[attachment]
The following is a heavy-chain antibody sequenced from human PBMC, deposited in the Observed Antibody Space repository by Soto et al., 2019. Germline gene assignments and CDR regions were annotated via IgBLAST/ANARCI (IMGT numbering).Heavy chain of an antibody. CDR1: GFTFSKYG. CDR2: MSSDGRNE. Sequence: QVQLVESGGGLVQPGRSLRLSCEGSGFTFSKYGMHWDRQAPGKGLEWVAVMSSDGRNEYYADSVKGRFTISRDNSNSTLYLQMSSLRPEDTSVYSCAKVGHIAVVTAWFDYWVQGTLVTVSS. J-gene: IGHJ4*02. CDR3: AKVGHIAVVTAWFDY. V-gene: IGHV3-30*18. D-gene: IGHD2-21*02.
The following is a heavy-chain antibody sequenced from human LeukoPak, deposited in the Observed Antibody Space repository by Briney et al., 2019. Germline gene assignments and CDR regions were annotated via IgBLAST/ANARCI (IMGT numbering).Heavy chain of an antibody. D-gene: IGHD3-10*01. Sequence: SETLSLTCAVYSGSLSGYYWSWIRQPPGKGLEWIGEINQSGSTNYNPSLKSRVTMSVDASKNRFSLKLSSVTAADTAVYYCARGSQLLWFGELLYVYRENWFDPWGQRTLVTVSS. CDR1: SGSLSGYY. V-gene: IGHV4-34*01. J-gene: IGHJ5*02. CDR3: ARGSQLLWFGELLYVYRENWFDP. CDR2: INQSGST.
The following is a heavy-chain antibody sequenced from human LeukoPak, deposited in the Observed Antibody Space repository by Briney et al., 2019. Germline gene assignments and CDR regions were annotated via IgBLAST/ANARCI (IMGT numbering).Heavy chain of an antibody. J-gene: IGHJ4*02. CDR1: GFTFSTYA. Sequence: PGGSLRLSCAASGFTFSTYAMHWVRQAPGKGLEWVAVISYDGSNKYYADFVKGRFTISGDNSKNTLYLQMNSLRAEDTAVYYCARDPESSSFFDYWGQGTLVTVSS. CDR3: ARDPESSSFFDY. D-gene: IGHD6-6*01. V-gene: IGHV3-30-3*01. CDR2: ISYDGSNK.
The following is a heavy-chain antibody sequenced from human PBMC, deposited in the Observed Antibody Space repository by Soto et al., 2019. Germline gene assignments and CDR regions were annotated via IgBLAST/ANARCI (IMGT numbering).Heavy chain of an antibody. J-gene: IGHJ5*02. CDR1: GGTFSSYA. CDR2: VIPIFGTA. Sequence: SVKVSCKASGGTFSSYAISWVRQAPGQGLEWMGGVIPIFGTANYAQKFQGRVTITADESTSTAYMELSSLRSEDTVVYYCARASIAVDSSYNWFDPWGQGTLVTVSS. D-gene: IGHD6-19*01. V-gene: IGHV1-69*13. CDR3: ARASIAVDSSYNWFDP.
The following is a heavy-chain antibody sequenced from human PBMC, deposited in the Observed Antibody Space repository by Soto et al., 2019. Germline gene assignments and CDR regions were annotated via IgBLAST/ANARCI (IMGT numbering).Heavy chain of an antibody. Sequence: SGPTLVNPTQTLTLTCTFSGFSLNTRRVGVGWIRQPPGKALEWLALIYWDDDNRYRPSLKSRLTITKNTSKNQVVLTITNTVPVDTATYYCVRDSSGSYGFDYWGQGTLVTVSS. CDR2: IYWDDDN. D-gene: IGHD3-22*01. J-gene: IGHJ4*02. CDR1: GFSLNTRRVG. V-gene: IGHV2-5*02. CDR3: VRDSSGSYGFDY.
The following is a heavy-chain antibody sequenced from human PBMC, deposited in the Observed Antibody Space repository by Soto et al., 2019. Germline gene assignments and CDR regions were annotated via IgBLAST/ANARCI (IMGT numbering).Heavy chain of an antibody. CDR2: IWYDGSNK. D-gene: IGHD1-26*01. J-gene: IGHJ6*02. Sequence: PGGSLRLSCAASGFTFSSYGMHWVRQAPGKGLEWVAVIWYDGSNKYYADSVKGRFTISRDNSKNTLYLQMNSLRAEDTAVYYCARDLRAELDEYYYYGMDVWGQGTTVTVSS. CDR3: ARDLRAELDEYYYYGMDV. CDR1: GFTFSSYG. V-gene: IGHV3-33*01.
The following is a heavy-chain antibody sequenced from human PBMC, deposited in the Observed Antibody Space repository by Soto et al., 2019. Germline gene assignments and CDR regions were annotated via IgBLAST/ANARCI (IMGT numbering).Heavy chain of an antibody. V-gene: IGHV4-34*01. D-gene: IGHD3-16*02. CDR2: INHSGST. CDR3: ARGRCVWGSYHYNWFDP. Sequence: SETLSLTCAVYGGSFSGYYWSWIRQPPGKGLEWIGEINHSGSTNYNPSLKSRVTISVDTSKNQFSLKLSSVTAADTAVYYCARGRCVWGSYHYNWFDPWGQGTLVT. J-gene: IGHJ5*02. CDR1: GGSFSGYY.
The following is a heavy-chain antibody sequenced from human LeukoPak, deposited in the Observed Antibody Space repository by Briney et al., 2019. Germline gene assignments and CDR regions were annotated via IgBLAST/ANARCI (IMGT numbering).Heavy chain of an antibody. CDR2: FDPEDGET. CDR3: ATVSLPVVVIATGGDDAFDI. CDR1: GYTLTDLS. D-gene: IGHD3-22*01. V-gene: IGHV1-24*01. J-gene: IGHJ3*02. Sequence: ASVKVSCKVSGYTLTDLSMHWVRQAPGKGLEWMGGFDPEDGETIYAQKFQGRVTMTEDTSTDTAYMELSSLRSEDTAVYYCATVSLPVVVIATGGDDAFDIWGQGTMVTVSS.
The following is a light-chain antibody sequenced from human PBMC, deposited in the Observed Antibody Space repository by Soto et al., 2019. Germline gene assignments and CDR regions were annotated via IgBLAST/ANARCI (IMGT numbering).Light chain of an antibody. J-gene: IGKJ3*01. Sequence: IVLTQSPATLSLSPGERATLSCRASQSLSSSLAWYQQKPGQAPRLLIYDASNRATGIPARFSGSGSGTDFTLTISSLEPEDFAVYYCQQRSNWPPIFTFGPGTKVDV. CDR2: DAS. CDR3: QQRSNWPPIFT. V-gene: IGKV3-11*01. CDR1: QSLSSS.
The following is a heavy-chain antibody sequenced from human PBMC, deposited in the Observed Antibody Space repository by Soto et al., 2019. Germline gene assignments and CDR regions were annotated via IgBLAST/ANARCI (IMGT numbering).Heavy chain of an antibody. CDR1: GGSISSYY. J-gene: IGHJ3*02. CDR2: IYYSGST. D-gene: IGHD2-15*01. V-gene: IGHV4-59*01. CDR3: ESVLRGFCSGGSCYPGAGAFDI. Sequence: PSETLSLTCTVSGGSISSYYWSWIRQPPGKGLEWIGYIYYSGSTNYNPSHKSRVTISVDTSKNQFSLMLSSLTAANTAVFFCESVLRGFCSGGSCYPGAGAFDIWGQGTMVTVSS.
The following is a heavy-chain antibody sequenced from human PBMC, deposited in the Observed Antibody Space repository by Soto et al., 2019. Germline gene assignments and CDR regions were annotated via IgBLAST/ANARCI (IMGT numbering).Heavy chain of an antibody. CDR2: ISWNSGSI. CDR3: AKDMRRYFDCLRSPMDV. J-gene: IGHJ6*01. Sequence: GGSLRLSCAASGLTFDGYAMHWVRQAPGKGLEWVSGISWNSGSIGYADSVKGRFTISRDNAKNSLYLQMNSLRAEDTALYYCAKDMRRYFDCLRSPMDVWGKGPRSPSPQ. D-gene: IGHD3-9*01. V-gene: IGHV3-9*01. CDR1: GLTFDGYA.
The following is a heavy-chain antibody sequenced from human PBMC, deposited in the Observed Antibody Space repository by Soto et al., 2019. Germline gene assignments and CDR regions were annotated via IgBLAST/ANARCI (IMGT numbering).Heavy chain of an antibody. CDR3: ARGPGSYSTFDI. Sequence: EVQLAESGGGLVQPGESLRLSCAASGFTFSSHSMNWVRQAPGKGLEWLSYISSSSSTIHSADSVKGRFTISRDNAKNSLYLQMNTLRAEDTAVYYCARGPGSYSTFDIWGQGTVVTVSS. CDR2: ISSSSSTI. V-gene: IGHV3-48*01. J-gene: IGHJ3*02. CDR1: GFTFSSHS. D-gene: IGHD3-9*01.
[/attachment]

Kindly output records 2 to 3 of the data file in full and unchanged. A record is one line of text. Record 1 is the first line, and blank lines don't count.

The following is a heavy-chain antibody sequenced from human LeukoPak, deposited in the Observed Antibody Space repository by Briney et al., 2019. Germline gene assignments and CDR regions were annotated via IgBLAST/ANARCI (IMGT numbering).Heavy chain of an antibody. D-gene: IGHD3-10*01. Sequence: SETLSLTCAVYSGSLSGYYWSWIRQPPGKGLEWIGEINQSGSTNYNPSLKSRVTMSVDASKNRFSLKLSSVTAADTAVYYCARGSQLLWFGELLYVYRENWFDPWGQRTLVTVSS. CDR1: SGSLSGYY. V-gene: IGHV4-34*01. J-gene: IGHJ5*02. CDR3: ARGSQLLWFGELLYVYRENWFDP. CDR2: INQSGST.
The following is a heavy-chain antibody sequenced from human LeukoPak, deposited in the Observed Antibody Space repository by Briney et al., 2019. Germline gene assignments and CDR regions were annotated via IgBLAST/ANARCI (IMGT numbering).Heavy chain of an antibody. J-gene: IGHJ4*02. CDR1: GFTFSTYA. Sequence: PGGSLRLSCAASGFTFSTYAMHWVRQAPGKGLEWVAVISYDGSNKYYADFVKGRFTISGDNSKNTLYLQMNSLRAEDTAVYYCARDPESSSFFDYWGQGTLVTVSS. CDR3: ARDPESSSFFDY. D-gene: IGHD6-6*01. V-gene: IGHV3-30-3*01. CDR2: ISYDGSNK.